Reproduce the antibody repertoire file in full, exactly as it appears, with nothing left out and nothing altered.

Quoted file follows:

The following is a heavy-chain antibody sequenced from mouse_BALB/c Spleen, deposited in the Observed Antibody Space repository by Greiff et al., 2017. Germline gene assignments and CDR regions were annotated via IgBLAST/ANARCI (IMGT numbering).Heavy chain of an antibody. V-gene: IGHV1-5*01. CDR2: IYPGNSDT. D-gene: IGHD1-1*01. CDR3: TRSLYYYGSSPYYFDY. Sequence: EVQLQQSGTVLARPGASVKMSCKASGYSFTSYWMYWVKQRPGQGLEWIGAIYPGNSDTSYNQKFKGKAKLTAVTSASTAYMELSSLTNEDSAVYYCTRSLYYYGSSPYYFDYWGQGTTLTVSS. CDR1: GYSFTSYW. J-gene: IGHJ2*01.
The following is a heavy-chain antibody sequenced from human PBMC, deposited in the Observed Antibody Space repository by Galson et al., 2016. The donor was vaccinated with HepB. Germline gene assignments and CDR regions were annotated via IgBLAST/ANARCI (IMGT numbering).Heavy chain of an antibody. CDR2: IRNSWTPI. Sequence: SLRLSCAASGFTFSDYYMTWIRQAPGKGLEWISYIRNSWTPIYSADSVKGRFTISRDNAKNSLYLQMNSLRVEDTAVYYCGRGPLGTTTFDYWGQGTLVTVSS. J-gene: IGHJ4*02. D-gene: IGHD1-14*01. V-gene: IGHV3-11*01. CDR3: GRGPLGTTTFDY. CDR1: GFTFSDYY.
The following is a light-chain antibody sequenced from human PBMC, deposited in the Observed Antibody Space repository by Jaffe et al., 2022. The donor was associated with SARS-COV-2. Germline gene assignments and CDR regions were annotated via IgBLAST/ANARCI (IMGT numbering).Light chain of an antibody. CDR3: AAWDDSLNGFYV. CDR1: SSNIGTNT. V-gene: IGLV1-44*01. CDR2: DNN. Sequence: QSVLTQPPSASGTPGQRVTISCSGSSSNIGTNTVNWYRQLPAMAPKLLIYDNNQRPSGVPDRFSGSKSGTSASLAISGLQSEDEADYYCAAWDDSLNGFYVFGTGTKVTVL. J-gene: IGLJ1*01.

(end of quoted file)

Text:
The following is a heavy-chain antibody sequenced from mouse_BALB/c Spleen, deposited in the Observed Antibody Space repository by Greiff et al., 2017. Germline gene assignments and CDR regions were annotated via IgBLAST/ANARCI (IMGT numbering).Heavy chain of an antibody. V-gene: IGHV1-5*01. CDR2: IYPGNSDT. D-gene: IGHD1-1*01. CDR3: TRSLYYYGSSPYYFDY. Sequence: EVQLQQSGTVLARPGASVKMSCKASGYSFTSYWMYWVKQRPGQGLEWIGAIYPGNSDTSYNQKFKGKAKLTAVTSASTAYMELSSLTNEDSAVYYCTRSLYYYGSSPYYFDYWGQGTTLTVSS. CDR1: GYSFTSYW. J-gene: IGHJ2*01.
The following is a heavy-chain antibody sequenced from human PBMC, deposited in the Observed Antibody Space repository by Galson et al., 2016. The donor was vaccinated with HepB. Germline gene assignments and CDR regions were annotated via IgBLAST/ANARCI (IMGT numbering).Heavy chain of an antibody. CDR2: IRNSWTPI. Sequence: SLRLSCAASGFTFSDYYMTWIRQAPGKGLEWISYIRNSWTPIYSADSVKGRFTISRDNAKNSLYLQMNSLRVEDTAVYYCGRGPLGTTTFDYWGQGTLVTVSS. J-gene: IGHJ4*02. D-gene: IGHD1-14*01. V-gene: IGHV3-11*01. CDR3: GRGPLGTTTFDY. CDR1: GFTFSDYY.
The following is a light-chain antibody sequenced from human PBMC, deposited in the Observed Antibody Space repository by Jaffe et al., 2022. The donor was associated with SARS-COV-2. Germline gene assignments and CDR regions were annotated via IgBLAST/ANARCI (IMGT numbering).Light chain of an antibody. CDR3: AAWDDSLNGFYV. CDR1: SSNIGTNT. V-gene: IGLV1-44*01. CDR2: DNN. Sequence: QSVLTQPPSASGTPGQRVTISCSGSSSNIGTNTVNWYRQLPAMAPKLLIYDNNQRPSGVPDRFSGSKSGTSASLAISGLQSEDEADYYCAAWDDSLNGFYVFGTGTKVTVL. J-gene: IGLJ1*01.